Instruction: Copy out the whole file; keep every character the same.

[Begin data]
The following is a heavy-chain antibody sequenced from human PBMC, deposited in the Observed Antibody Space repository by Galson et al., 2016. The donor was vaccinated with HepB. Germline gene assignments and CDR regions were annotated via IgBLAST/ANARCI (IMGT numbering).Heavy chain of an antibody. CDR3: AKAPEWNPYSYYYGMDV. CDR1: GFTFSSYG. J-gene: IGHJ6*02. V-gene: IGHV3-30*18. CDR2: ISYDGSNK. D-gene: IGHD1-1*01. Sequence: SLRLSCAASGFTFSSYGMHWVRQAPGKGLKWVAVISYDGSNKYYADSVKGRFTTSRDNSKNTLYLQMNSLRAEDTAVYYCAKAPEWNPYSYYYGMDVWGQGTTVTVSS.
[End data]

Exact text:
The following is a heavy-chain antibody sequenced from human PBMC, deposited in the Observed Antibody Space repository by Galson et al., 2016. The donor was vaccinated with HepB. Germline gene assignments and CDR regions were annotated via IgBLAST/ANARCI (IMGT numbering).Heavy chain of an antibody. CDR3: AKAPEWNPYSYYYGMDV. CDR1: GFTFSSYG. J-gene: IGHJ6*02. V-gene: IGHV3-30*18. CDR2: ISYDGSNK. D-gene: IGHD1-1*01. Sequence: SLRLSCAASGFTFSSYGMHWVRQAPGKGLKWVAVISYDGSNKYYADSVKGRFTTSRDNSKNTLYLQMNSLRAEDTAVYYCAKAPEWNPYSYYYGMDVWGQGTTVTVSS.